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VACCINES

Germany’s BioNTech hopes for 12-15 year olds to receive Covid vaccine from June

BioNTech said Thursday that it expected its Covid-19 vaccine, jointly developed with Pfizer, to be available to 12-to-15-year-olds in Europe from June.

Germany's BioNTech hopes for 12-15 year olds to receive Covid vaccine from June
A pupil at a school in Cologne doing a rapid test. Photo: DPA

The German firm’s CEO Ugur Sahin told Der Spiegel weekly that it was “in the final stretches” of preparing its submission for European regulatory approval.

The evaluation of the trial data “takes four to six weeks on average”, he added.

Vaccinating children is seen as a crucial next step toward herd immunity and ending the pandemic.

The prospect of getting older children inoculated before the next school year starts would also relieve the strain on parents who are juggling the demands of homeschooling while keeping up with jobs.

“It’s very important to enable children a return to their normal school lives and allow them to meet with family and friends,” Sahin told Spiegel.

READ ALSO: German doctors call for faster vaccination of young people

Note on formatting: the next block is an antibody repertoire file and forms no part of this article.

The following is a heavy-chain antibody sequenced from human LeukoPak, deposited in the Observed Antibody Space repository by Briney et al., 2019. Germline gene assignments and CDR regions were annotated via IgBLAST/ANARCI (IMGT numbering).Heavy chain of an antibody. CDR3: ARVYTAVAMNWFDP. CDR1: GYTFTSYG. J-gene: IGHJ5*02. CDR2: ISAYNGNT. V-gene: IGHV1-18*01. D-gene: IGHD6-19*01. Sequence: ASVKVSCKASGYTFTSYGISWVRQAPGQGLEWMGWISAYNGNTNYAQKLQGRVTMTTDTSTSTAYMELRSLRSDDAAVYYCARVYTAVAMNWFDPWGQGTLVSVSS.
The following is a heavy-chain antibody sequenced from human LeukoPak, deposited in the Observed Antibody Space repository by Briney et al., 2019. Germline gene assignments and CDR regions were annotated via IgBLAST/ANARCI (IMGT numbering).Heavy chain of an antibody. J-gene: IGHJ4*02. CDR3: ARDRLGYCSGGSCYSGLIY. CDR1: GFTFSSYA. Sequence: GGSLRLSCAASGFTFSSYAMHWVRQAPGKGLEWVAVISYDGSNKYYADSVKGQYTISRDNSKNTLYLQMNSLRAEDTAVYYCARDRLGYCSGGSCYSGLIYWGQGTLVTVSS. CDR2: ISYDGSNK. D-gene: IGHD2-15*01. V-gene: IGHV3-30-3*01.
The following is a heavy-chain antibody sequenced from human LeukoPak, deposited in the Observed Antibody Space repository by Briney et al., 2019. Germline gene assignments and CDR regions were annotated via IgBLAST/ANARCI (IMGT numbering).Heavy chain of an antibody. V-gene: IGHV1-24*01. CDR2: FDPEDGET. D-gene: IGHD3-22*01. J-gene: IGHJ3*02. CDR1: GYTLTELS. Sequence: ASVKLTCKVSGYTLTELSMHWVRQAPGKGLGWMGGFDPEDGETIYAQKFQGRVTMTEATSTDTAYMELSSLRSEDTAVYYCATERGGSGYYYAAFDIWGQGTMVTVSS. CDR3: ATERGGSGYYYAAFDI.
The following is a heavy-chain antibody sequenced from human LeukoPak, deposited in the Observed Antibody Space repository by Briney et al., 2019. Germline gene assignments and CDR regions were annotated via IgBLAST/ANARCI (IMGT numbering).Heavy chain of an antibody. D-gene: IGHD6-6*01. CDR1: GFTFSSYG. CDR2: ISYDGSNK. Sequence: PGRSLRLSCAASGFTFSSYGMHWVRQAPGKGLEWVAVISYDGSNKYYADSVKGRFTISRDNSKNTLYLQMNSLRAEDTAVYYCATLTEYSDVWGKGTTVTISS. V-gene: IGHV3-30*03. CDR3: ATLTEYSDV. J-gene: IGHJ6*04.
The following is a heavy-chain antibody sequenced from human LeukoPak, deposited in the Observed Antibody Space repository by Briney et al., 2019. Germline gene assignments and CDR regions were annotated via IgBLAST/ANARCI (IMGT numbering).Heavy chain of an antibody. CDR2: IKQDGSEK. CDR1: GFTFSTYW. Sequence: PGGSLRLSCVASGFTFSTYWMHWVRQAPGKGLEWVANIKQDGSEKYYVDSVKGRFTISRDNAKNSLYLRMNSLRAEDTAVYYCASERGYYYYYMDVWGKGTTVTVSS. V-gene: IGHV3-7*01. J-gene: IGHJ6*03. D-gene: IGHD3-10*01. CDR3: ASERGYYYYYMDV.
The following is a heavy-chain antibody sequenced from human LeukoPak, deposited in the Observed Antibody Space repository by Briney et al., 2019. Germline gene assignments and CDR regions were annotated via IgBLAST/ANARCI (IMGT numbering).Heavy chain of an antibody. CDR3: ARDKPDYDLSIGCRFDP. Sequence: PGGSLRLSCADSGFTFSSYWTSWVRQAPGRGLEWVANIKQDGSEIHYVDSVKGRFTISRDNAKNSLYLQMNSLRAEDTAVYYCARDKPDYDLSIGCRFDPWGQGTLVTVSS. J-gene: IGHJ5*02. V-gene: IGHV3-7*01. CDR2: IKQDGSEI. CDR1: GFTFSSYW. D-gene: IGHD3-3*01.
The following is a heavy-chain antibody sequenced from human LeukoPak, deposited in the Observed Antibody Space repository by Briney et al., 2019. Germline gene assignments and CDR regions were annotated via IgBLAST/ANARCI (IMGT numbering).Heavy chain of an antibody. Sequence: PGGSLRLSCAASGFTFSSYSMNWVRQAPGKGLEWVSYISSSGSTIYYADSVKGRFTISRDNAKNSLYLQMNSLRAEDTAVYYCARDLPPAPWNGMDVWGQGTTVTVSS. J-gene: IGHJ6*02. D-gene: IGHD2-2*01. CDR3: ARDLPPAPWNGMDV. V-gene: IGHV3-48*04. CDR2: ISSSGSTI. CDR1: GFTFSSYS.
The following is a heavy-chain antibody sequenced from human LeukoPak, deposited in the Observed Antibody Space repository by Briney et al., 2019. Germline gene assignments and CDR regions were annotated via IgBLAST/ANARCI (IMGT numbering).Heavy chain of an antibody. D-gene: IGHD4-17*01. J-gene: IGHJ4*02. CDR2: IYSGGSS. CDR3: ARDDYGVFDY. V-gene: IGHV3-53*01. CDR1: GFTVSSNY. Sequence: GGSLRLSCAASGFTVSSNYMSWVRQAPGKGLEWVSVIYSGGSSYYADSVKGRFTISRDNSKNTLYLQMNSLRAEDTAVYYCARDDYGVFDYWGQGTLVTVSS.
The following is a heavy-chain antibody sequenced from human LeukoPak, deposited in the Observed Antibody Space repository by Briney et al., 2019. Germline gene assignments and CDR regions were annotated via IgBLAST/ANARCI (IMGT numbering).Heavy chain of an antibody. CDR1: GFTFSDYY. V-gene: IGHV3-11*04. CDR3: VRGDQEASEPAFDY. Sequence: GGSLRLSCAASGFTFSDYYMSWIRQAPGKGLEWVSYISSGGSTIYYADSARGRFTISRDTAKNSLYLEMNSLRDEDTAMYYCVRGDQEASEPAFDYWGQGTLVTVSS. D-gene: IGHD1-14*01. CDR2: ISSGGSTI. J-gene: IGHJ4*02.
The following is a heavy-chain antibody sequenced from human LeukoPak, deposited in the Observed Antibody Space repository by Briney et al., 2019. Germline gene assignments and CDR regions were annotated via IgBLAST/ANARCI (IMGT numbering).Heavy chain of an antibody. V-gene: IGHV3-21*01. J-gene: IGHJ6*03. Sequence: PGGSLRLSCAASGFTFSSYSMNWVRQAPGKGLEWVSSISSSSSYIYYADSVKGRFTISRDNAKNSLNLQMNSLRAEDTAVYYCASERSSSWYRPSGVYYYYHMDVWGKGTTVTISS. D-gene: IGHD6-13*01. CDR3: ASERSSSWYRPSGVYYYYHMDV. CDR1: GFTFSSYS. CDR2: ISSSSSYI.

BioNTech/Pfizer already applied for emergency US authorisation of their jab for 12 to 15-year-olds earlier this month.

Sahin expects to submit a similar request to the European Medicines Agency (EMA) next Wednesday, he told Spiegel.

The move comes after BioNTech and Pfizer in late March announced that phase 3 clinical trials of their vaccine for children aged 12-15 showed it was 100 percent effective in warding off the disease.

Both companies are also racing to get the jab approved for younger children, from six months upwards.

“In July, the first results for five to 12-year-olds could be available, and those for younger children in September,” he said.

Ongoing trials so far are “very encouraging”, Sahin said, suggesting that “children are very well protected by the vaccine”.

BioNTech was founded in Mainz by husband and wife team Ugur Sahin and his wife Özlem Türeci. They teamed up with US pharma company Pfizer to produce the shot which is based on novel mRNA technology, and was the first Covid-19 jab to be approved in the West late last year.